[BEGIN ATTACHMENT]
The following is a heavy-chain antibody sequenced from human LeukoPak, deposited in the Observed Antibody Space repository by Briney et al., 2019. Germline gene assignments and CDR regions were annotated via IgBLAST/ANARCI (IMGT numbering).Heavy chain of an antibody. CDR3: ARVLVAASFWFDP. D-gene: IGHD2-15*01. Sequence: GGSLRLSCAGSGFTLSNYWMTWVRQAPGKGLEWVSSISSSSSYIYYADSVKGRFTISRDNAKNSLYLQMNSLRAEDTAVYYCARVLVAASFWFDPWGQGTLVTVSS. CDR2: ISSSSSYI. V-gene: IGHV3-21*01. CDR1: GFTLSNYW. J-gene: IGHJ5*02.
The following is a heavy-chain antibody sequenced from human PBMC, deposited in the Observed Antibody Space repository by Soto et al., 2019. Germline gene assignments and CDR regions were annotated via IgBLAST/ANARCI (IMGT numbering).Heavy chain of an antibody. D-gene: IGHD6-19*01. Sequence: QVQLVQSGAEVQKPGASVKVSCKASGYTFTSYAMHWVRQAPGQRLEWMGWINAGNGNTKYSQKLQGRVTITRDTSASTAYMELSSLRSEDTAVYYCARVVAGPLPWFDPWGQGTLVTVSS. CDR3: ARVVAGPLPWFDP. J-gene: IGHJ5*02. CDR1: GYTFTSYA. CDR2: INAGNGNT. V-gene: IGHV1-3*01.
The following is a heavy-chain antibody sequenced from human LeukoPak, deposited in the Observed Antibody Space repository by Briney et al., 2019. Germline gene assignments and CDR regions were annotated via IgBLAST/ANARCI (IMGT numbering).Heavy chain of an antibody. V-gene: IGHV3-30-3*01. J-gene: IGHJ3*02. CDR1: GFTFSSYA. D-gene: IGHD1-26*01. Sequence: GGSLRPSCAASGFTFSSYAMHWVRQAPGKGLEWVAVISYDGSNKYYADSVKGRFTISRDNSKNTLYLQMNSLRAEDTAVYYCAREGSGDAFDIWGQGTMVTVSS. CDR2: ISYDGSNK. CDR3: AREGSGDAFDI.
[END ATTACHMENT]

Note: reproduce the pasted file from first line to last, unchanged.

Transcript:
The following is a heavy-chain antibody sequenced from human LeukoPak, deposited in the Observed Antibody Space repository by Briney et al., 2019. Germline gene assignments and CDR regions were annotated via IgBLAST/ANARCI (IMGT numbering).Heavy chain of an antibody. CDR3: ARVLVAASFWFDP. D-gene: IGHD2-15*01. Sequence: GGSLRLSCAGSGFTLSNYWMTWVRQAPGKGLEWVSSISSSSSYIYYADSVKGRFTISRDNAKNSLYLQMNSLRAEDTAVYYCARVLVAASFWFDPWGQGTLVTVSS. CDR2: ISSSSSYI. V-gene: IGHV3-21*01. CDR1: GFTLSNYW. J-gene: IGHJ5*02.
The following is a heavy-chain antibody sequenced from human PBMC, deposited in the Observed Antibody Space repository by Soto et al., 2019. Germline gene assignments and CDR regions were annotated via IgBLAST/ANARCI (IMGT numbering).Heavy chain of an antibody. D-gene: IGHD6-19*01. Sequence: QVQLVQSGAEVQKPGASVKVSCKASGYTFTSYAMHWVRQAPGQRLEWMGWINAGNGNTKYSQKLQGRVTITRDTSASTAYMELSSLRSEDTAVYYCARVVAGPLPWFDPWGQGTLVTVSS. CDR3: ARVVAGPLPWFDP. J-gene: IGHJ5*02. CDR1: GYTFTSYA. CDR2: INAGNGNT. V-gene: IGHV1-3*01.
The following is a heavy-chain antibody sequenced from human LeukoPak, deposited in the Observed Antibody Space repository by Briney et al., 2019. Germline gene assignments and CDR regions were annotated via IgBLAST/ANARCI (IMGT numbering).Heavy chain of an antibody. V-gene: IGHV3-30-3*01. J-gene: IGHJ3*02. CDR1: GFTFSSYA. D-gene: IGHD1-26*01. Sequence: GGSLRPSCAASGFTFSSYAMHWVRQAPGKGLEWVAVISYDGSNKYYADSVKGRFTISRDNSKNTLYLQMNSLRAEDTAVYYCAREGSGDAFDIWGQGTMVTVSS. CDR2: ISYDGSNK. CDR3: AREGSGDAFDI.